LONDON – An Iranian woman whose sentence of death by stoning was lifted earlier this month says she’s grateful for the international support she’s received, but remains heartbroken at the separation from her children and tormented by the fear she could still be executed, a rights activist said Friday.
Iranian officials have said Sakineh Mohammadi Ashtiani will be spared stoning, which in Iran involves being buried from the chest down and pelted with rocks.
The announcement came after international outrage over plans to execute the mother of two for adultery – an offence her supporters say she confessed to under duress.
Germany-based activist Mina Ahadi, who helped publicize the case, said Friday that Ashtiani remains locked up in Tabriz prison in northwestern Iran and could still be hanged. Many others on Iran’s death row still face the prospect of being stoned, Ahadi said.
“You’re talking about the Middle Ages,” she told journalists in London, speaking through a translator. “Stoning is a form of terrorism.”
Ahadi read out a message from Ashtiani in which she spoke of her shock at the sentence and said that “part of my heart is frozen.”
“The day they sentenced me to stoning, it was as if I fell into the bottom of a well, and I lost consciousness,” the message read. “Many nights before going to sleep I think: ‘Who can think of throwing a stone against me, and crushing my face and hands?
“From Tabriz prison, I thank all of you. Tell everyone I am afraid of dying.”
Ahadi said Ashtiani had dictated the message over the phone from prison during the past week. Ahadi did not provide further details.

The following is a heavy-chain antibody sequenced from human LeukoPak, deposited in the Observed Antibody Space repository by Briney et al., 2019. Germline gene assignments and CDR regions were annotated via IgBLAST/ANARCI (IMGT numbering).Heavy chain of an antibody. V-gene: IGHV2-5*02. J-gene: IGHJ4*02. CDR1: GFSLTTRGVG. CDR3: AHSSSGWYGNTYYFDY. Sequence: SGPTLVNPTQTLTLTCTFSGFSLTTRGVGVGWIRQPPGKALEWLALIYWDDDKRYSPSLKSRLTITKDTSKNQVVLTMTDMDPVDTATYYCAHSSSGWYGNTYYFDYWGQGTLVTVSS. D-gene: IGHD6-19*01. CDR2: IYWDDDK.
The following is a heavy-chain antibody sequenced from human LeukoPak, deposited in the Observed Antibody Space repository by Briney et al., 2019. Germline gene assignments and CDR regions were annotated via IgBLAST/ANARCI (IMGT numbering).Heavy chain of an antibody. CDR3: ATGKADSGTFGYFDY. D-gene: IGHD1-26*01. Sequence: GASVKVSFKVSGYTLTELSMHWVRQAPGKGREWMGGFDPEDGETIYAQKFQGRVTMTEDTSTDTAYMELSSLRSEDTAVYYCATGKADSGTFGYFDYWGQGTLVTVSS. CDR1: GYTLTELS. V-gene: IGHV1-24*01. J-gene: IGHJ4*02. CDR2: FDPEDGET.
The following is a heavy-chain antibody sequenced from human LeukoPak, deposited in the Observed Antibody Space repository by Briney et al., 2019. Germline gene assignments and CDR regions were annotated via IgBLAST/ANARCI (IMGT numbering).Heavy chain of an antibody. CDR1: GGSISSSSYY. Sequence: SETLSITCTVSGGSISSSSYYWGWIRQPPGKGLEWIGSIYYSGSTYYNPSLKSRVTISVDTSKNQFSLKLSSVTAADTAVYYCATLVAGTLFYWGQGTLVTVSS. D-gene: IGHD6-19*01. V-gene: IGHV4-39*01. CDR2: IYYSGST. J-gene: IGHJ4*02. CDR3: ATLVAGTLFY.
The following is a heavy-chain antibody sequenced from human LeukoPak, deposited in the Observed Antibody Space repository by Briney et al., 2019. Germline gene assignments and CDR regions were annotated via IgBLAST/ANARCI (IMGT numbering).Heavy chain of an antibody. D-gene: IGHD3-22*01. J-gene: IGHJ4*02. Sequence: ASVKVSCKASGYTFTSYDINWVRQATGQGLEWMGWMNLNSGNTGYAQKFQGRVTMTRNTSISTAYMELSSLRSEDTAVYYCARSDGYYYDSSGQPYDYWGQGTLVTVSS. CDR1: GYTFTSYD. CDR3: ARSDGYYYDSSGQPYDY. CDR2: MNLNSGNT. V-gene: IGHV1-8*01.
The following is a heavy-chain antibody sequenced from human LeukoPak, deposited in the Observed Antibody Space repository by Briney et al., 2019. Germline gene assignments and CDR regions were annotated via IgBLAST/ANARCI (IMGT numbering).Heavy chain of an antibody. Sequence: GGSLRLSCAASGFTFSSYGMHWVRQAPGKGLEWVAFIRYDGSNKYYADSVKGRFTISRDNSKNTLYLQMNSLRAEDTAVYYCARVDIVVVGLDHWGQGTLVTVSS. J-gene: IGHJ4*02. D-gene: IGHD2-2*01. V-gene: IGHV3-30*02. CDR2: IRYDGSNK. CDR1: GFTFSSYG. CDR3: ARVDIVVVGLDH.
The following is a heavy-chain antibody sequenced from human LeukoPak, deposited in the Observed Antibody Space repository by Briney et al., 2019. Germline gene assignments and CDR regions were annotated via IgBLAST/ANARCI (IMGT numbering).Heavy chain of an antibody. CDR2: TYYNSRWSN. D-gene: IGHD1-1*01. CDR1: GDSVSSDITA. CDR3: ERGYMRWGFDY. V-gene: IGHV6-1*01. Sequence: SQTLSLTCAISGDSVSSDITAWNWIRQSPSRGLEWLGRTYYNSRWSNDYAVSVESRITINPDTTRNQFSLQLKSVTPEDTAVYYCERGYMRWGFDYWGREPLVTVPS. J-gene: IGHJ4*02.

Ashtiani, who is in her early 40s, was first convicted in May 2006 of having an “illicit relationship” with two men following the death of her husband and sentenced to 99 lashes.
Later the same year, she was also convicted of adultery.
A translated court document handed out to journalists appears to show that judges were divided about Ashtiani’s guilt.
The minority opinion held that she was being tried twice for the same crime, and that in any case there was no proof she cheated on her husband.
“Prosecution in this case has no legal justification as no positive religious or legal evidence can be found,” the minority opinion read, according to the document. “The above-named is believed to be innocent of the charge.”
But the majority ruled that Ashtiani’s “severely corrupt mind,” as well as other evidence, pointed to the crime of adultery, and she was sentenced to death by stoning.
Ashtiani’s appeal failed, and she has been sitting on death row since.
She might have died in obscurity had it not been for the efforts of her tech-savvy attorney, Mohammad Mostafaei. Shortly after he published a blog post saying he feared his client would be executed imminently, the image of Ashtiani’s face – framed in a black chador – spread across newspaper front pages, television bulletins and the internet.
Celebrities including Robert Redford, Emma Thompson and Colin Firth put their names behind a campaign to release her, while the United States and Britain also demanded Ashtiani’s sentence be lifted.
Such a punishment would “disgust and appal the watching world,” British Foreign Secretary William Hague said, while Turkish Foreign Minister Ahmet Davutoglu promised to raise the issue with Tehran.
Faced with a growing international outcry, the Iranian Embassy in London issued a statement saying Ashtiani would not be executed by stoning, although the announcement still left a question mark over her fate.
On Saturday, authorities called Mostafaei, her lawyer, in for questioning. He was released, but has since disappeared and is thought to be in hiding.
Ashtiani’s son, Sajad, has also had his cell phone blocked in an effort to prevent him from speaking about the case, Ahadi said.
Amnesty International Iran researcher Ann Harrison said about a dozen people are still thought to face death by stoning in Iran. Ahadi said Friday she believed the number could be twice as high.
The phone rang unanswered at the Iranian Embassy in London on Friday.